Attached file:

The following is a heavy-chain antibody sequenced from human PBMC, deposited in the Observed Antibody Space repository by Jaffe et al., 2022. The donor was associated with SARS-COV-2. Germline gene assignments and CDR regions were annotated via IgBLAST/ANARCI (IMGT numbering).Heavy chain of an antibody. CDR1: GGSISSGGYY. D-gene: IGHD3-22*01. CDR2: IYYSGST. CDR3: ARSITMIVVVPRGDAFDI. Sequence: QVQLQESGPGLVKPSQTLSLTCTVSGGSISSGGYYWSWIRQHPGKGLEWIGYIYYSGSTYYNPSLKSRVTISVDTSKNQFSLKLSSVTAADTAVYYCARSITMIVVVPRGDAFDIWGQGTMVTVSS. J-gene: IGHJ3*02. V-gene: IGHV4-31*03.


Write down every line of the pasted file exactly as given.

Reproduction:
The following is a heavy-chain antibody sequenced from human PBMC, deposited in the Observed Antibody Space repository by Jaffe et al., 2022. The donor was associated with SARS-COV-2. Germline gene assignments and CDR regions were annotated via IgBLAST/ANARCI (IMGT numbering).Heavy chain of an antibody. CDR1: GGSISSGGYY. D-gene: IGHD3-22*01. CDR2: IYYSGST. CDR3: ARSITMIVVVPRGDAFDI. Sequence: QVQLQESGPGLVKPSQTLSLTCTVSGGSISSGGYYWSWIRQHPGKGLEWIGYIYYSGSTYYNPSLKSRVTISVDTSKNQFSLKLSSVTAADTAVYYCARSITMIVVVPRGDAFDIWGQGTMVTVSS. J-gene: IGHJ3*02. V-gene: IGHV4-31*03.